January 1995

Workplace Labor Update - Nurses' Committee is not Labor Organization – January 1995

4 min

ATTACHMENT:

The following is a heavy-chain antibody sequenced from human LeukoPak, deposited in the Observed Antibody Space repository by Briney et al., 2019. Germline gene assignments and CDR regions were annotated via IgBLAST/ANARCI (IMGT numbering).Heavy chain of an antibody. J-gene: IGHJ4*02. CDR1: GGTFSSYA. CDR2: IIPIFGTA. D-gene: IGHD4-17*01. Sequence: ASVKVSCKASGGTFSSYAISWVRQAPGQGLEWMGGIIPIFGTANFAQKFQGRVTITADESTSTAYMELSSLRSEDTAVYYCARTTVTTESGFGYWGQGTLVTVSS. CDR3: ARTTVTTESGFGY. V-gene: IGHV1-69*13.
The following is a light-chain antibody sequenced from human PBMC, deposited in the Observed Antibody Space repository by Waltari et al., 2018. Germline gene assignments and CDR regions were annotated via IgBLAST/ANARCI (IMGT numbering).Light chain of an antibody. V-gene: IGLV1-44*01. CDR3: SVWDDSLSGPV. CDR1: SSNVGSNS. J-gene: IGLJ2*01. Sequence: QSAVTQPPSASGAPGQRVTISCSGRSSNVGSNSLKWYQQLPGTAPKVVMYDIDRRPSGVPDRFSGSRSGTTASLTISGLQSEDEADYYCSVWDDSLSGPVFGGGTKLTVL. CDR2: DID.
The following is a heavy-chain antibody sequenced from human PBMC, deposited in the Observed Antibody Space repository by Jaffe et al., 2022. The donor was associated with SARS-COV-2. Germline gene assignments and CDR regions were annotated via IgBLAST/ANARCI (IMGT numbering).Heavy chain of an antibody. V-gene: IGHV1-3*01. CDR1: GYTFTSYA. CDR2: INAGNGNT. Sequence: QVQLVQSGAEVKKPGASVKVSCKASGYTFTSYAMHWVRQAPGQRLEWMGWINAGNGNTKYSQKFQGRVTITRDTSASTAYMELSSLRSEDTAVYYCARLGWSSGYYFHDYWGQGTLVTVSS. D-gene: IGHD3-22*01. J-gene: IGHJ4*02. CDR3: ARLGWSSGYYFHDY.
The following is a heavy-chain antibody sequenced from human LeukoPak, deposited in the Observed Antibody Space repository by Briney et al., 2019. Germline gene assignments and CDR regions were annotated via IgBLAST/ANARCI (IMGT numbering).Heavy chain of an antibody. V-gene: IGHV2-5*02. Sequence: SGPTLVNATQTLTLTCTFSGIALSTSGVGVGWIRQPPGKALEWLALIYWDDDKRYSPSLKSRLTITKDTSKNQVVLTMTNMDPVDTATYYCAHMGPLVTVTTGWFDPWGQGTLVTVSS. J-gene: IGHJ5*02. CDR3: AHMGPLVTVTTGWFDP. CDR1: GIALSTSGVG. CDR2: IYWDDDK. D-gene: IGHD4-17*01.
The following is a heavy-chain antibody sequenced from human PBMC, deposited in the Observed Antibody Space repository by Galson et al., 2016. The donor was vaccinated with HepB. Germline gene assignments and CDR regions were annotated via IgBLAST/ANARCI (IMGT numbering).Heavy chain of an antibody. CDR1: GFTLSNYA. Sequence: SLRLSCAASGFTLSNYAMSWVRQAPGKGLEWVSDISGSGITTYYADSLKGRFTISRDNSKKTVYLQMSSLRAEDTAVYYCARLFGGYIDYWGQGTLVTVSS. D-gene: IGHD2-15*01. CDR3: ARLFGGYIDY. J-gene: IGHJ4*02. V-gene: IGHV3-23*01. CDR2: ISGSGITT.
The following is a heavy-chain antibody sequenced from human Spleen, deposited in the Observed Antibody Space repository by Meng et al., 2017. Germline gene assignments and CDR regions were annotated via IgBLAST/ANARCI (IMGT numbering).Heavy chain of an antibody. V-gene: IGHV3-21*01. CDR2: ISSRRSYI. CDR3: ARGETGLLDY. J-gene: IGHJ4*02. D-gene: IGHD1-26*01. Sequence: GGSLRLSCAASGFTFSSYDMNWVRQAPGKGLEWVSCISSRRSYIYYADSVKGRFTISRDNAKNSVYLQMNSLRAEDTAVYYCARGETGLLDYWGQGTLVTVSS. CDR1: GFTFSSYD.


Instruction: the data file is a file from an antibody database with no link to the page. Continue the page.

Under the National Labor Relations Act (“Act”), it is an unfair labor practice for an employer to dominate or interfere with the formation or administration of a labor organization. This law prevents employers from exerting influence on the representatives of employees in the collective bargaining context. A murky area for employers is whether an employee committee has crossed the line and become an employer- dominated labor organization. The federal appeals court with jurisdiction over Maryland and other mid-Atlantic states recently refused to enforce an order of the National Labor Relations Board (“Board”) requiring a Maryland hospital to disband an employee participation committee formed by the hospital. The court ruled that the committee was not an illegal employer-dominated labor organization because it did not exist principally to deal with hospital management on employment matters. National Labor Relations Board v. Peninsula General Hosp. Medical Center, 36 F.3d 1262 (4th Cir. 1994). In 1968, Peninsula Hospital formed an employee committee known as the Nursing Services Organization (NSO) whose purpose was to discuss, consider and evaluate issues concerning professional nurse practice at the Hospital and for continuing nursing education. Karen Poisker, the Hospital’s Vice President of Nursing, was a member of the NSO and served on its Executive Committee. In January 1990, a group of nurses staged a “job action” to bring to the attention of Hospital management their complaints about wages, overtime and staffing. At the next NSO meeting the discussion shifted to what had occurred during the job action, and the members questioned Poisker about wages, benefits and scheduling. Later in the month, the Maryland Nurses Association (“Union”) began an organizational drive at the Hospital and filed a petition for election. The nurses voted against representation. In January 1991, the Union filed a charge with the Board alleging that the Hospital had violated the Act by “dominating, interfering, and supporting the NSO,” which it claimed was a labor organization. The Board ordered the Hospital to disband the NSO and appealed to the Fourth Circuit for enforcement of its order. The Hospital likewise appealed, arguing that the enforcement should be set aside. At the outset, the court explained that the crucial inquiry was whether the NSO existed to deal with Hospital management over matters concerning the nurses’ employment. The court remarked that the term “dealing with” involves receiving proposals from the employee committee on matters affecting employment, coupled with management’s consideration of those proposals. The court noted that to find that an employee committee is a labor organization, there must be a “pattern or practice” in which the group of employees makes proposals to management on employment issues to which management responds. The Hospital argued that the NSO is not a labor organization because its purpose was not to deal with the Hospital on matters affecting employment and did not in fact deal with the Hospital over such matters. The Board argued that the NSO is a labor organization, relying on several statements by Poisker which it claimed established that the NSO was involved in issues concerning employment of the nurses. Specifically, the Board relied upon Poisker’s letter to all Hospital nurses stating that the NSO had been reorganized to deal with problem-solving procedures. The court rejected the significance the Board placed on this letter, noting that it was undisputed that NSO did not have any involvement in the Hospital’s budget process which included compensation issues. The Board also pointed out that at a January NSO meeting, some of the nurses directed inquiries concerning employment matters to Poisker. The court discounted this fact as well, noting that the questioning of Poisker was entirely spontaneous and was not on the meeting’s agenda. The court explained that this unplanned, isolated incident where employment matters were discussed did not create an inference that the NSO had changed its purpose to that of dealing with management on employment issues. The court concluded that the overall evidence did not establish a “pattern or practice” under which the NSO dealt with the Hospital on employment issues. Consequently, since the NSO was not a labor organization, the court refused to enforce the Board’s order. This case is important because it outlines some of the risks employers face when dealing with an employee committee. Although the employer prevailed here, the court’s opinion leaves ample room for potential liability if the employee committee begins to resemble a labor organization. To ensure that an employee committee does not become a labor organization, the bylaws of the committee should emphasize that its purpose is educational or social and that it does not have any authority to deal with employment matters such as wages, working conditions or scheduling. Moreover, employers should make sure that these employee committees do not in fact deal with such employment matters either on their own or in concert with management.